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What your dreams say about your relationship

Susan Baragia, M.A. received a degree in Educational Psychology from the University of Nevada-Reno. She is a trained family therapist, educational counselor and dreams expert.

How many times have you turned to someone and said "I had the weirdest dream last night," yet turned the other cheek to what this dream actually means? Whether we want to believe it or not, our dreams (both the good and the bad) ultimately reveal our emotions.

They show us what's unhealthy and healthy in our lives; what's unresolved in our emotional lives and, in turn, what we're really thinking about our relationships. In our dreams, there are often symbols, metaphors, puns... a masked dreams language that isn't always easy to decode on our own. But understanding our dreams language is extremely important as dreams can tell us if we're on the right path and warn us if we're on the wrong path in our waking lives, and that applies to relationships, especially. Everything we experience in our daily lives, every interaction with someone, can trigger a dream; an event in our day-to-day life can prompt something unresolved in our past or something in our future, to appear in a dream.

Looking at the topic of dreaming about relationships, Americans are dreaming about ex-lovers (29 percent) more than current lovers (25 percent), according to a survey we recently conducted with YouGov. But why? While we can learn a lot about ourselves in our dreams, often they feature other people. Take a relationship with a past significant other, for instance. We tend to carry an image of this person that appears subconsciously in our dreams (this could be someone in our dream walking around with the face of an ex). This provokes questions specific to each relationship; for example, if the dream was negative, was the relationship toxic? It's important to reflect on the image of any person that appears in a dream and what this image means for that relationship.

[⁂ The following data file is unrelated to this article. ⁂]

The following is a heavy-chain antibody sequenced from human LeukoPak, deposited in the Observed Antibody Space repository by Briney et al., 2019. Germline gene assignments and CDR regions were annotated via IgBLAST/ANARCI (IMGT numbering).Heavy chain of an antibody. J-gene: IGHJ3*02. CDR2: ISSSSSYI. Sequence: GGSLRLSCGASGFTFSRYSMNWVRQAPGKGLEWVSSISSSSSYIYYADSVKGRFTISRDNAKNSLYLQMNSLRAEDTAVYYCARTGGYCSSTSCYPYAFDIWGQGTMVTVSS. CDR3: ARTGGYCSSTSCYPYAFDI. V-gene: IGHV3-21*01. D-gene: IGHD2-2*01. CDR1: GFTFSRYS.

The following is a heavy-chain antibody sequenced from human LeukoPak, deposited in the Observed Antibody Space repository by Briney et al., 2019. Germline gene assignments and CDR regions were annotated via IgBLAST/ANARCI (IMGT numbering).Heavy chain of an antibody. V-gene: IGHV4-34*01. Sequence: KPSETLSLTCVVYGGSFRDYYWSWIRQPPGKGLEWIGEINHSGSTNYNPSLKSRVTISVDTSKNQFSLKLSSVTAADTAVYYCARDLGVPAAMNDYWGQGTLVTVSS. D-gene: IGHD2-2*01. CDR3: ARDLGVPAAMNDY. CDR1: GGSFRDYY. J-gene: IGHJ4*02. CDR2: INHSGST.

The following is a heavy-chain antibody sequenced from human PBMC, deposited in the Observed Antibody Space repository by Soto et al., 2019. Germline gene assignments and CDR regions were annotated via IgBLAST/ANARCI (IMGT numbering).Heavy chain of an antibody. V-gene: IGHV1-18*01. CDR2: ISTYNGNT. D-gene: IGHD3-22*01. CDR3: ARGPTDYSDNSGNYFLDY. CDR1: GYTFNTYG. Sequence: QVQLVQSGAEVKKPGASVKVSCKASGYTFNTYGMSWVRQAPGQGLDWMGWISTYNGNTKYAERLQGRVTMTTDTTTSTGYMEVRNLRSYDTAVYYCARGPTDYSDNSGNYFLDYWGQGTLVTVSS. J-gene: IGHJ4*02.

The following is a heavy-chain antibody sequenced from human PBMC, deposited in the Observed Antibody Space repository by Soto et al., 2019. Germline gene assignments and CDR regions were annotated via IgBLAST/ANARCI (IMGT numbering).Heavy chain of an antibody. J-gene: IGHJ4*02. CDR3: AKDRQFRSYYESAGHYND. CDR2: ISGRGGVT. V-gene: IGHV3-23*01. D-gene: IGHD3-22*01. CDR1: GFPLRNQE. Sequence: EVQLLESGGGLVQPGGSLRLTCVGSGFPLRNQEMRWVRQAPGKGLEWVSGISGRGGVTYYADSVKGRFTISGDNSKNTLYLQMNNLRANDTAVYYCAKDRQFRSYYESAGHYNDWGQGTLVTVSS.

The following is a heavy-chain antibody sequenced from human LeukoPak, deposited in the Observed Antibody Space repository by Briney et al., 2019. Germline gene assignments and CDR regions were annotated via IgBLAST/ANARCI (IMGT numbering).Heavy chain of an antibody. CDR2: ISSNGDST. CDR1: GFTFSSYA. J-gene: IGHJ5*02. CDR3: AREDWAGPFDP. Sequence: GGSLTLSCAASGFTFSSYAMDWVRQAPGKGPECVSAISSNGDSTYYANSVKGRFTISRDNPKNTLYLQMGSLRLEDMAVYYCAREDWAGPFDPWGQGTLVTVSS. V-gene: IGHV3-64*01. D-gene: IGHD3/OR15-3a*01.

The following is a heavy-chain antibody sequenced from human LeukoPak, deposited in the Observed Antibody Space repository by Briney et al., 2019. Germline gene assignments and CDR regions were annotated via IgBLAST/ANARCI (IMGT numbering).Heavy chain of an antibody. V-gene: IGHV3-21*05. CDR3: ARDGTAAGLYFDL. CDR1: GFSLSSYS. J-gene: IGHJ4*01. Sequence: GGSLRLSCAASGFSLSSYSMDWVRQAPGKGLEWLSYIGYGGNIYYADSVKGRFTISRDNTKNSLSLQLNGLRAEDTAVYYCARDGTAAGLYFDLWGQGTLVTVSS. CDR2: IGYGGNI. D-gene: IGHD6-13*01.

Something that is very commonly discussed in the dreams space is the topic of cheating, both being the cheater and being cheated on. While many people often turn a blind eye to these dreams, it is crucial to spend time to discover their meaning, as their meanings can truly shine light on the situation of your relationship. Thus, the only way to really know what dreams of cheating mean is to investigate them in waking life. If you look at the characters in a dream as parts of yourself, for instance you see your partner cheating on you, there are a number of different ways to look at what this means. Ask yourself: Do I feel cheated (the language here is a pun) in some aspect of my waking life? How? Why do I feel insecure? Many times, cheating dreams are not about the person we're dreaming about but rather more of an internal affair (again, the language here is a pun).

Similarly, in dreams where we ourselves are cheating on a partner, a natural reaction is to take the dream quite literally, and begin to worry. However, having a dream of cheating does not mean we want to live out the affair. More importantly, we should examine what it is about that person who we are cheating with that we identify with and admire. Ask yourself: What is it about my relationship with this person that would generate this dream scenario?

As the experiences of the individual dreamer will always shape the interpretation of a dream, it is important to reflect on what is happening in our dreams and search for clues that can help us figure out what is and isn’t working in our relationships, both current and past. With that said, we should not sweep dreams of our relationships (even exes) under the rug; it is crucial to face these dreams head-on rather than avoid them.

A dream expert for DreamsCloud, the world's leading online dream resource, with an interactive database of more than 1.8 million dreams, Susan Baragia, M.A. received a degree in Educational Psychology from the University of Nevada-Reno. A trained marriage and family therapist and educational counselor, she has worked with dreams in the therapeutic setting for 15 years.

Photo credit: B2M Productions/Photographer's Choice RF/Getty Images

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